In reading about the Third Reich, one is impressed by its bureaucratic professionalism. As in all bureaucracies, people go around the rules and bosses may well violate them with especial force. But for most public administrators, the bureaucratic processes are normative and not to be broken except in small ways. So in Nazi Germany, if there were to be "arrangements" to exterminate "undesirable" populations, that would be done according to the rules and the bureaucratic processes. Evil can be quite banal. Moreover, there are conflicts among bureaucracies, so that if the Foreign Office thought that Axis allies might be upset by such arrangements for some foreign-nationals (who surely were Jewish, perhaps only of mixed descent), and the cooperation of those allies was needed by the State, those arrangements would not be followed through. So in Berlin, some Jews were "protected" by Sweden, for they were in some sense Swedish, or the Swedes had decided to so treat them--for the Foreign Office prevailed over the efforts to make Berlin "Judenrein." The interests of the State might some of the time conflict with shipping people "East." Since Sweden represented countries such as the Soviet Union, in German, Russian Jews would in fact not be sent East. And if the bureaucracy was too busy with other tasks, or was only partially assiduous, other Jews might well survive since they slipped through the bureaucratic processes.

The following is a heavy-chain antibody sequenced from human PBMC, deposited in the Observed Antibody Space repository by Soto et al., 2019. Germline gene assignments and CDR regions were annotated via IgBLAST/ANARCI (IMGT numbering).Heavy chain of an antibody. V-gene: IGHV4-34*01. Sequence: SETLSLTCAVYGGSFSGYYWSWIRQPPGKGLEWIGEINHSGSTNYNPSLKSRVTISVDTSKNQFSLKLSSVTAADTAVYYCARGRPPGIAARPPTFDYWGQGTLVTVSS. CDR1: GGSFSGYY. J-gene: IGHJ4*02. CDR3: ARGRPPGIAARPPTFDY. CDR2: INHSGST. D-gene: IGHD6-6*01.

None of this makes Sweden or bureaucracy wonderful. Rather, that Weberian bureaucracy, a feature of the modern state, can surely do wondrous evil but some of the time its processes become entangled in higher bureaucratic demands.